Some people just seem to be naturally good with money. They’re always on top of their budget, and no matter what life throws at them, they manage to have a full wallet and a comfortable lifestyle. For many of us, however, managing our money is one big mystery. If you’re sick of scratching your head every time you have to deal with your personal finances, here are a few simple steps to teach yourself about personal finances, even if you have no idea where to start.
Identify your Pain Points
If you set out trying to be an all-round expert on personal finances, you’d burn yourself out very quickly. This is certainly true if you’ve felt the need to seek out this post! For many people, the best way to move towards greater financial literacy is starting with a single, manageable issue. Sometimes, it can be handy to talk it out with someone you trust, who’s been in the same place as you. Picking apart this one issue is often the easiest way to get to the root of the problem. If you’re always up to your nose in credit card debt, look into tips to become more disciplined with your spending. If you’ve had a tough time managing your finances through retirement, and now you’re worried about what you’ll leave your next of kin, check out some tips for effective estate planning. Whatever your financial pain points are, pick just one, and focus on it.
Fill your Mind with Success Stories
Start browsing blogs like this one, personal finance forums, and even certain pages on social media, for stories of people who got through the same issues you’re facing right now. Look for details, and really dig into the precise method they used to solve their problems. For starters, reading these kinds of success stories can be inspirational, and reframe your current situation in a much more positive light. Secondly, the more you read, the more you’ll begin to pick up patterns in these success stories. This will naturally help you discern what works and doesn’t, expanding your knowledge of personal finances. While tips and tricks can get you some of the way, hearing personal stories, and understanding others’ mindsets, can be very conducive to expanding your knowledge.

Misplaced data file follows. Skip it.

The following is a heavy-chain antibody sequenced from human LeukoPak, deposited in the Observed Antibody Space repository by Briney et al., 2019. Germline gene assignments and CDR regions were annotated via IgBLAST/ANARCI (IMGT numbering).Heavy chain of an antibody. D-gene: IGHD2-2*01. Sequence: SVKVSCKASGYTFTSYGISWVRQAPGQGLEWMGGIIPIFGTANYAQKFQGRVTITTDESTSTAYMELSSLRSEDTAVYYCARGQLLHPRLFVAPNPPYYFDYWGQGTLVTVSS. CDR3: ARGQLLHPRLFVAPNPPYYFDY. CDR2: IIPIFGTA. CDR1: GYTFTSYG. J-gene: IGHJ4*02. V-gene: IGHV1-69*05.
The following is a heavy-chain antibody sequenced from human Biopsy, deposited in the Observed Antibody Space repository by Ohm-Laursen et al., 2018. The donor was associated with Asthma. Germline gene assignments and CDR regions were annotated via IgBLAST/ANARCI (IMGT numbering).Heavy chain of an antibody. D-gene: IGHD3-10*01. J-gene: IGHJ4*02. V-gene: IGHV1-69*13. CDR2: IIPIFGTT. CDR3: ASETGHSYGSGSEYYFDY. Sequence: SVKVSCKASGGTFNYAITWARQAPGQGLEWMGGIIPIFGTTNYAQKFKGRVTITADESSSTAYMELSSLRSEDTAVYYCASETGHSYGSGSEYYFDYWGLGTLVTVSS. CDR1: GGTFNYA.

Make a Plan
Like many other people, reading up on personal finances might make you feel thoroughly disheartened. So much of the advice depends on having spare money, which you may not have. For now, that is. To make the situation feel a little brighter, try jotting down all the advice that applies to you, and dividing this into things you’ll do immediately, and things you’ll do in the future. Focus on the most accessible steps, for example cutting down on frivolous spending. Then, gradually move onto investments and other steps that require money, gradually building up to the most demanding advice. Just remember that while planning is important, it needs to be followed up with action. Don’t fall into the tempting “I’ll do it later” trap!